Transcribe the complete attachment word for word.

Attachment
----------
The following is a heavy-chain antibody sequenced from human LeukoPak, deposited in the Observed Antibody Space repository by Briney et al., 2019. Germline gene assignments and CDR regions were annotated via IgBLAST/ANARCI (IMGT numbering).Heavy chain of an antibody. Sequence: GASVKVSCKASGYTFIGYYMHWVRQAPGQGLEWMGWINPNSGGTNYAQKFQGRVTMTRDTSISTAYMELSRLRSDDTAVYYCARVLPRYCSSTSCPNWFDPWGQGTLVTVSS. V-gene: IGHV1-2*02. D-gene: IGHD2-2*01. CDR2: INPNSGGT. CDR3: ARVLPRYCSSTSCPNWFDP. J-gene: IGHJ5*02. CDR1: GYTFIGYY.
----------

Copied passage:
The following is a heavy-chain antibody sequenced from human LeukoPak, deposited in the Observed Antibody Space repository by Briney et al., 2019. Germline gene assignments and CDR regions were annotated via IgBLAST/ANARCI (IMGT numbering).Heavy chain of an antibody. Sequence: GASVKVSCKASGYTFIGYYMHWVRQAPGQGLEWMGWINPNSGGTNYAQKFQGRVTMTRDTSISTAYMELSRLRSDDTAVYYCARVLPRYCSSTSCPNWFDPWGQGTLVTVSS. V-gene: IGHV1-2*02. D-gene: IGHD2-2*01. CDR2: INPNSGGT. CDR3: ARVLPRYCSSTSCPNWFDP. J-gene: IGHJ5*02. CDR1: GYTFIGYY.